Publication: What if large infrastructure project processes adopted a coevolutionary character? Discussing the merits and consequences for the OOSTERWEEL link project, ANTWERP
In the quest for a more sustainable mobility, present mobility planning approaches do not prove effective. In particular in the case of large infrastructure projects (LIPs) this becomes manifest; realising LIPs has become tremendously difficult these days, resulting in many stranded projects. Previous LIP-research has shown that complexity is behind these struggles, in all its facets. Although decision makers often still focus merely on financial, technical and legal issues of complexity (Flyvbjerg, 2007; Priemus, 2007), it becomes increasingly clear that the influence of social and organizational complexity is heavily underestimated with respect to planning processes and procedures, see Figure 1 (Hertogh & Westerveld, 2010).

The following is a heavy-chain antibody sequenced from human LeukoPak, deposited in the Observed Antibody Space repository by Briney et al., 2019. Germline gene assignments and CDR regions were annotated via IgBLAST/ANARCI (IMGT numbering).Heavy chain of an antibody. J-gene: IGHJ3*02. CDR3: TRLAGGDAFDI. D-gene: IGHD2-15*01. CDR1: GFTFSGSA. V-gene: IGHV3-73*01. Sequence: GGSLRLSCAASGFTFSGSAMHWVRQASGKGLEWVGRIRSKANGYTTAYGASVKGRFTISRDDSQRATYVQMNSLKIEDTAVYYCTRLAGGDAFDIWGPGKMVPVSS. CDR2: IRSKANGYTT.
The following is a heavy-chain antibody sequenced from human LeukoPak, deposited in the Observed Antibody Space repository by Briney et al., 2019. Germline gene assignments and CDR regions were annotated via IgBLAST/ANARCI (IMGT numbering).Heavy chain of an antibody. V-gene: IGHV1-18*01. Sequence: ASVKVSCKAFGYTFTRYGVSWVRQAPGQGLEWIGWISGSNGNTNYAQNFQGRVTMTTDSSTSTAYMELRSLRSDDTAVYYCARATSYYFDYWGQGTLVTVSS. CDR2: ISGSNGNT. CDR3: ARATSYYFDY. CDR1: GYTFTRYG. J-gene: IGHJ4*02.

Book of proceedings: Annual AESOP Congress, Spaces of Dialog for Places of Dignity, Lisbon, 11-14th July, 2017
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